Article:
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Recently, I've been going through Scott Meyer's Effective Modern C++ and found the discussion on shared_ptr really interesting. I also watched Louis Brandy's Curiously Recurring C++ Bugs at Facebook talk which also had some details about how shared_ptr works, and I thought it would be fun to implement my own to see if I actually understood it.

Here is my implementation of shared_ptr and make_shared: https://godbolt.org/z/8Yec9K

#include <iostream>
#include <functional>
#include <vector>

template <typename T>
class SharedPtr {
public:
    using DeleteFunctionType = std::function<void(T*)>;

    explicit SharedPtr(): 
        val_(nullptr), 
        ctrlBlock_(nullptr) 
    {
    }

    explicit SharedPtr(std::nullptr_t,
                       DeleteFunctionType = [](T* val) {
                           delete val;
                       }): 
        val_(nullptr),
        ctrlBlock_(nullptr) 
    {
    }

    explicit SharedPtr(T* val, 
                       DeleteFunctionType deleteFunction = [](T* val) {
                           delete val;
                       }):
        val_(val),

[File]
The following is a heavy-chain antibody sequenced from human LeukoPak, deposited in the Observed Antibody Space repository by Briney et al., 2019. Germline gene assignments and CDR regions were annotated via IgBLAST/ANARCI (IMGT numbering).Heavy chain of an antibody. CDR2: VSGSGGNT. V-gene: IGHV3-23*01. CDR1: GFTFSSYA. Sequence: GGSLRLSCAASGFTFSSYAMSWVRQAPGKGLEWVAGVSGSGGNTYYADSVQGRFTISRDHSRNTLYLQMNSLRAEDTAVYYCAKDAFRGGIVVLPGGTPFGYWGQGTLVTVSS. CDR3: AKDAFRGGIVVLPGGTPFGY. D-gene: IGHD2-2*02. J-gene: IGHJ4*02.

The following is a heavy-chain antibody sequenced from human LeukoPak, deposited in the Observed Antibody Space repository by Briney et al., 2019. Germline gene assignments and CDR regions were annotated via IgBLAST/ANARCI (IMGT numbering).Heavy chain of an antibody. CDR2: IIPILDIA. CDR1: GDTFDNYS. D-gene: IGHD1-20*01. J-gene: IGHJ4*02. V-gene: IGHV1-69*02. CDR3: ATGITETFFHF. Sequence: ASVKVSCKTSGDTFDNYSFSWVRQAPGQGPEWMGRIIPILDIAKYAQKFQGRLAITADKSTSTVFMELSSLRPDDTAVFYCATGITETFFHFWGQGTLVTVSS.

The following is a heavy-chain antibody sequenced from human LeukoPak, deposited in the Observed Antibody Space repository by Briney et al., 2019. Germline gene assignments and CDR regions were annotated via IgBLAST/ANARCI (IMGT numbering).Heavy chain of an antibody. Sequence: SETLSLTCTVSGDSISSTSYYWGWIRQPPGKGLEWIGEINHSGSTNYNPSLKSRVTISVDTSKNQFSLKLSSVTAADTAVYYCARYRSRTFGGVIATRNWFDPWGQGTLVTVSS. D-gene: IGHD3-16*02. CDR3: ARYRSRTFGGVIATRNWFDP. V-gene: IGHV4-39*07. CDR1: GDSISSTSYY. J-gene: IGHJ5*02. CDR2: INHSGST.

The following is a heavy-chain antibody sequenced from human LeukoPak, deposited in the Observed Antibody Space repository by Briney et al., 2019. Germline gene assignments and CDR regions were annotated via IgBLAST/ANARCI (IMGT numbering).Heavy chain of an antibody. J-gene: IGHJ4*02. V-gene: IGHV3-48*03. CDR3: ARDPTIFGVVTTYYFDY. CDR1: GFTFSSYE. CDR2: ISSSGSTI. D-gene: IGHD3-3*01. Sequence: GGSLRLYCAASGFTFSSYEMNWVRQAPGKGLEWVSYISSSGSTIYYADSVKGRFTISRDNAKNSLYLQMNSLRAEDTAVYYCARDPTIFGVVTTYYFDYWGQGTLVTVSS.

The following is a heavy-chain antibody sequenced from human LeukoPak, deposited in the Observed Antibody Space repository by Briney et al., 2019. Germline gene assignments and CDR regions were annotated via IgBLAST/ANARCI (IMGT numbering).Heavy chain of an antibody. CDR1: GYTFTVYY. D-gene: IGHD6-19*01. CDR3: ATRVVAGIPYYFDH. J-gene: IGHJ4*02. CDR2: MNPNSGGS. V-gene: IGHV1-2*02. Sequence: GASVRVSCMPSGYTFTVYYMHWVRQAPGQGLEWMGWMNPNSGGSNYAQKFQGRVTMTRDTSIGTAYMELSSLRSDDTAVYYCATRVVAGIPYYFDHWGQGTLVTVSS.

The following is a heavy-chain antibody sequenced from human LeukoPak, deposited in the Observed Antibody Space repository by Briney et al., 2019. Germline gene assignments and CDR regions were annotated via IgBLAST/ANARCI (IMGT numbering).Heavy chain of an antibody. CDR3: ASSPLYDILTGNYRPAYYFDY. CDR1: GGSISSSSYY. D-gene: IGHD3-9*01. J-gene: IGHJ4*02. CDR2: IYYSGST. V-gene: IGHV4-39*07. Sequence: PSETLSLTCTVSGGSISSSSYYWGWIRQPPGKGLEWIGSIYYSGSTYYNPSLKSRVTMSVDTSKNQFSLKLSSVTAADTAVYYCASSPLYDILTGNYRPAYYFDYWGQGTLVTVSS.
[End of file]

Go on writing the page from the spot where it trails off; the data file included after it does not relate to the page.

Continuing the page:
ctrlBlock_(new ControlBlock(1, std::move(deleteFunction))) 
    {
    }

    ~SharedPtr() {
        if (val_ == nullptr) {
            return;
        }
        if (--ctrlBlock_->refCount <= 0) {
            ctrlBlock_->deleteFunction(val_);
            delete ctrlBlock_;

            val_ = nullptr;
            ctrlBlock_ = nullptr;
        }
    }

    SharedPtr(const SharedPtr& rhs):
        val_(rhs.val_), 
        ctrlBlock_(rhs.ctrlBlock_) 
    {
        if (ctrlBlock_ != nullptr) {
            ++ctrlBlock_->refCount;
        }
    }

    SharedPtr& operator=(SharedPtr rhs) {
        swap(rhs);
        return *this;
    }

    void swap(SharedPtr& rhs) {
        using std::swap;
        swap(val_, rhs.val_);
        swap(ctrlBlock_, rhs.ctrlBlock_);
    }

    bool operator==(const SharedPtr& rhs) const {
        return val_ == rhs.val_ && ctrlBlock_ == rhs.ctrlBlock_;
    }

    T* get() const {
        return val_;
    }

    T& operator*() const {
        return *val_;
    }

    T* operator->() const {
        return val_;
    }

    friend void swap(SharedPtr& lhs, SharedPtr& rhs) {
        lhs.swap(rhs);
    }

    operator bool() const {
        return val_ != nullptr;
    }

private: 
    struct ControlBlock {
        ControlBlock(int cnt, DeleteFunctionType fnc): 
            refCount(cnt),
            deleteFunction(fnc) 
        {
        }

        int refCount;
        DeleteFunctionType deleteFunction;